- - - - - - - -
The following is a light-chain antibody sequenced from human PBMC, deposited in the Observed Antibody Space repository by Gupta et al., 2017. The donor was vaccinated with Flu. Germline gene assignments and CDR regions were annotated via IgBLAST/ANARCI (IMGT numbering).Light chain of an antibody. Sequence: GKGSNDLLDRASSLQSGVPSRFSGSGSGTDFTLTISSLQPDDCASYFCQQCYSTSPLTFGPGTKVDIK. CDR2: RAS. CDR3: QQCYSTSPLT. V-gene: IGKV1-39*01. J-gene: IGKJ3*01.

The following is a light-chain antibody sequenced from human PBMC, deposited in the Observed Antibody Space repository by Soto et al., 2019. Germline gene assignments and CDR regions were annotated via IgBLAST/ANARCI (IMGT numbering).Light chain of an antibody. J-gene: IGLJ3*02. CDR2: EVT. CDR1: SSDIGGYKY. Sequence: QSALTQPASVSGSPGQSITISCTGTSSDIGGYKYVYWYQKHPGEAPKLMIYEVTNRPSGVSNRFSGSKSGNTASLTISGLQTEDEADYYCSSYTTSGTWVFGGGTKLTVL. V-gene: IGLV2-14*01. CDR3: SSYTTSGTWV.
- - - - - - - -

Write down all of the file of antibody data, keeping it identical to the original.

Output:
The following is a light-chain antibody sequenced from human PBMC, deposited in the Observed Antibody Space repository by Gupta et al., 2017. The donor was vaccinated with Flu. Germline gene assignments and CDR regions were annotated via IgBLAST/ANARCI (IMGT numbering).Light chain of an antibody. Sequence: GKGSNDLLDRASSLQSGVPSRFSGSGSGTDFTLTISSLQPDDCASYFCQQCYSTSPLTFGPGTKVDIK. CDR2: RAS. CDR3: QQCYSTSPLT. V-gene: IGKV1-39*01. J-gene: IGKJ3*01.

The following is a light-chain antibody sequenced from human PBMC, deposited in the Observed Antibody Space repository by Soto et al., 2019. Germline gene assignments and CDR regions were annotated via IgBLAST/ANARCI (IMGT numbering).Light chain of an antibody. J-gene: IGLJ3*02. CDR2: EVT. CDR1: SSDIGGYKY. Sequence: QSALTQPASVSGSPGQSITISCTGTSSDIGGYKYVYWYQKHPGEAPKLMIYEVTNRPSGVSNRFSGSKSGNTASLTISGLQTEDEADYYCSSYTTSGTWVFGGGTKLTVL. V-gene: IGLV2-14*01. CDR3: SSYTTSGTWV.